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Author Topic: Relative vs Perceptual compared  (Read 985 times)

AndyF

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Relative vs Perceptual compared
« on: February 11, 2022, 10:44:51 pm »

Everyone here quite likely knows the differences between Relative and Perceptual intents, but I created a different test illustrating the differences.  A short version of the test is, make RGB bars with increasing intensity in PS, then print first with Relative then (further down the same paper) with Perceptual intent.  Dry, then scan the print back in.  Custom software then samples down the length of the bars and plots the measured colours.

Examining the two charts, it can be seen that Relative tries to compress the entire AdobeRGB 0-255 range to preserve relative differences between all tones while Perceptual seems to try to keep the AdobeRGB values as much as possible in the lower ranges, until it approaches the maximum of the destination space, and then plateaus for the remainder of the tones.

The longer description is at https://andyfraserca.wordpress.com/?page_id=798

Andy
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digitaldog

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Re: Relative vs Perceptual compared
« Reply #1 on: February 11, 2022, 11:31:45 pm »

There are no rules in creating a perceptual rendering and every manufacturer does it differently. On top of all the possible settings when creating a profile with that RI. So YMMV.
Lastly, profiles used with any RI know nothing about images and color in context. You the image creator do while soft proofing and selecting an RI you prefer visually.
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digitaldog

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Re: Relative vs Perceptual compared
« Reply #2 on: February 12, 2022, 09:37:15 am »

If you used either Adobes profiles (Adobe RGB (1998) or sRGB), you never got a Perceptual RI. There is no such table in either matrix profile. You can select Perceptual in PS indeed. You get RelCol.

Quote
There are many test image online; for this image I made a collage from parts of various colourful photos and added the Outback test image.  To generate the Relative and Perceptual versions of the image, the image was converted to the sRGB colour space in Photoshop using those two intents.

The three test images are shown below with the AdobeRGB version first, Relative sRGB second and Perceptual sRGB last.  All three will have now undergone another conversion into your browser’s colour space but it would be applied equally to all three.
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AndyF

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Re: Relative vs Perceptual compared
« Reply #3 on: February 12, 2022, 12:20:46 pm »

I just checked and you're right.  Using the "convert to profile", from Adobe RGB to sRGB, there's a choice of the Adobe ACE or Microsoft ICM engine, and Rel or Perceptual.  I would have assumed (was expecting!) Rel and Prcpt to be different and maybe Adobe to be slightly different than MSFT.  All four choices give exactly the same chart.  And none of them do a good job with red either... 

It's really annoying that Adobe would leave something non-functional in PS instead of just commenting out that bit of code to make the feature vanish until fixed.  Thanks for pointing that out Andrew.  I'll fix my last examples in my article over on Wordpress.

The attached chart is for all four of those cases.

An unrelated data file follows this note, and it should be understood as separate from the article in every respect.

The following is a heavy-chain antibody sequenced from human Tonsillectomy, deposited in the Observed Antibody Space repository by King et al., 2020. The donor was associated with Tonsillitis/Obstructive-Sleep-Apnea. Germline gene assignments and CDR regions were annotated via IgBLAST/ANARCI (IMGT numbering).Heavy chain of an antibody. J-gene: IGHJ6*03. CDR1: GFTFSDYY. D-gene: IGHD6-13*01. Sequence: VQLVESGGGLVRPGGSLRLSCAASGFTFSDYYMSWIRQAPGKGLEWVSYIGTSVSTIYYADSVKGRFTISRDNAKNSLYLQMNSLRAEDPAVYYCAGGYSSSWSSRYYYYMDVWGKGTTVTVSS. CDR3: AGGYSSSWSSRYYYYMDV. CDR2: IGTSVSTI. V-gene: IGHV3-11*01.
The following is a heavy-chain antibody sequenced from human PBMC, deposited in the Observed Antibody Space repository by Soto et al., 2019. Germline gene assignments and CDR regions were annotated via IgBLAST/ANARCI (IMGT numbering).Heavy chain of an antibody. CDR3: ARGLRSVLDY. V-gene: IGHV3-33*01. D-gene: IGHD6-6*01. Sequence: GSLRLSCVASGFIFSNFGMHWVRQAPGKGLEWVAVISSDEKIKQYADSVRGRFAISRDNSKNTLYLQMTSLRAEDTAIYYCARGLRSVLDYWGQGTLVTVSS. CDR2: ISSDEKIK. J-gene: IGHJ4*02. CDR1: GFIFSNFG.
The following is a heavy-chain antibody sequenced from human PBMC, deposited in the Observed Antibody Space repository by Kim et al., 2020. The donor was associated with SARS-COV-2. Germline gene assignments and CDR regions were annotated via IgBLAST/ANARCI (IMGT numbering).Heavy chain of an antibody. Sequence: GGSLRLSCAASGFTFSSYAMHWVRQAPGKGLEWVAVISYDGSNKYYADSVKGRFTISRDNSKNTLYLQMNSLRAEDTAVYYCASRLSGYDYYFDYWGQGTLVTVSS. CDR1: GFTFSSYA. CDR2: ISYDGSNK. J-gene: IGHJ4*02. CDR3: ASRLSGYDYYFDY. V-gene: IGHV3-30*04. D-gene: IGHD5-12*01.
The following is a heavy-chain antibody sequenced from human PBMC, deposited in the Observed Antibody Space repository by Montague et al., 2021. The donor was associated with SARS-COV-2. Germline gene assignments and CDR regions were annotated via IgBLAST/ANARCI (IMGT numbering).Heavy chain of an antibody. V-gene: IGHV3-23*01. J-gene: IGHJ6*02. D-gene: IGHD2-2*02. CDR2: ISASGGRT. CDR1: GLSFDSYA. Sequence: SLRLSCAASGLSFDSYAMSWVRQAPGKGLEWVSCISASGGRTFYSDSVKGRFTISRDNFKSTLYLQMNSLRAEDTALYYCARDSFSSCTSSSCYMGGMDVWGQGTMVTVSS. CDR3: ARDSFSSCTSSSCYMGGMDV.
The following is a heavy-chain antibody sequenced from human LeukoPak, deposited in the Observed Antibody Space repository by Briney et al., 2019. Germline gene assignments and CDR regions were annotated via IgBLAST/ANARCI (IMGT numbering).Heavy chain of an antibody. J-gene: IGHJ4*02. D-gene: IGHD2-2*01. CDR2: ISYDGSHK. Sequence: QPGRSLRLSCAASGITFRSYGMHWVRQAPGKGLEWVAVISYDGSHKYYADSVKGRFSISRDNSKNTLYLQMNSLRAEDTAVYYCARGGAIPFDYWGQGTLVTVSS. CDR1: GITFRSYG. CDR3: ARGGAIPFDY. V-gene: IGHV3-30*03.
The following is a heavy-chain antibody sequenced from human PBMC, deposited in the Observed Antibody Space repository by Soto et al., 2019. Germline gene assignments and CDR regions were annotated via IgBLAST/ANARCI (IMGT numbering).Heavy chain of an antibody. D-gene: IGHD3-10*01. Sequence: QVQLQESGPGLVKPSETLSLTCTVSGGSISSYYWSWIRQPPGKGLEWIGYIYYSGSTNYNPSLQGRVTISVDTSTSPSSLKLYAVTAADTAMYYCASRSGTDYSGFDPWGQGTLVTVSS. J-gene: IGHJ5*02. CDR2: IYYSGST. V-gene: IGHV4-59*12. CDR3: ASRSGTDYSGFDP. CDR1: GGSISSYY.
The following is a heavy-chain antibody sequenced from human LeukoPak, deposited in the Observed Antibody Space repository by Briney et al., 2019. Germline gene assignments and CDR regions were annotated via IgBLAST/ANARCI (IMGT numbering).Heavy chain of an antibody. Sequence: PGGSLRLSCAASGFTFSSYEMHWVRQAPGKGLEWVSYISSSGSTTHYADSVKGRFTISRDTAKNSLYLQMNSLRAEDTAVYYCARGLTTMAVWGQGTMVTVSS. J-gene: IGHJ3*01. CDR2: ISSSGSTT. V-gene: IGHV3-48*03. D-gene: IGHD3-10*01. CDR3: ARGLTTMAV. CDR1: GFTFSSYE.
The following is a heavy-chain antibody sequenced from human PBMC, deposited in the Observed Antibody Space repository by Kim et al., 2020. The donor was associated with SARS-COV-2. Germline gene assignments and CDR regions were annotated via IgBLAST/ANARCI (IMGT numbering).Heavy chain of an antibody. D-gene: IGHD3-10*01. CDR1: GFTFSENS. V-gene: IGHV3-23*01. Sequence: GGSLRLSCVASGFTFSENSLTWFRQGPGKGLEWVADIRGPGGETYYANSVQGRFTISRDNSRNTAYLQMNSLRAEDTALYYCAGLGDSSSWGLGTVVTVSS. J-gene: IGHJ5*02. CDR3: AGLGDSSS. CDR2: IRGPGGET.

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digitaldog

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Re: Relative vs Perceptual compared
« Reply #4 on: February 12, 2022, 12:32:31 pm »

I just checked and you're right.  Using the "convert to profile", from Adobe RGB to sRGB, there's a choice of the Adobe ACE or Microsoft ICM engine, and Rel or Perceptual.  I would have assumed (was expecting!) Rel and Prcpt to be different and maybe Adobe to be slightly different than MSFT. 
They can't, again, there is only one table (Colorimetric). Been this way since day one in Photoshop (5.0).
There is at least one sRGB profile (V4) with a perceptual table but this is all pointless anyway. Again, there are no rules in how anyone creates such a table. You could scan 10,000 color patches on a Spectrophotometer from a printer and feed that data to two different software packages to build a profile, even attempt the same settings for Perceptual rendering IF they existed, the two would not behave the same. Just as you can load Velvia and Ektachrome in two identical cameras, pointing at the same scene or target and get two different renderings.
Your 'testing' doesn't tell us anything that useful, other than indeed, there are differences in RelCol and Perceptual with the same profile. So what? One RI may produce a more pleasing conversion of one image while the other RI may do the opposite. Profiles know nothing about images. They "see" everything one pixel at a time. You the image creator see an image. You can and should soft proof, even examining the Saturation RI and pick one based on the image in context and what you prefer visually.
This has nothing to do with color accuracy despite your graph. This isn't about color appearance, this is about color perception of which all this is based on a single color under a defined condition.
Quote
It's really annoying that Adobe would leave something non-functional in PS instead of just commenting out that bit of code to make the feature vanish until fixed.
There is nothing to really fix; the profile doesn't have the table. I suppose Adobe could try examining each kind of matrix profile, then gray out Perceptual. But it doesn't matter really; pick Perceptual or RelCol, you get Relcol and that is what is soft proofed visually of course.
Bottom line: no rule in what RI to pick, view the conversions and pick what you want. Perceptual is supposed (repeat supposed) to render to perceptually deal (gamut compression) with out of gamut colors instead of gamut clipping them to the gamut boundaries and everyone does this differently. A better visual than a graph (after the reader excerpts there are no right or wrong answers here, it is subjective):
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AndyF

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Re: Relative vs Perceptual compared
« Reply #5 on: February 12, 2022, 02:12:08 pm »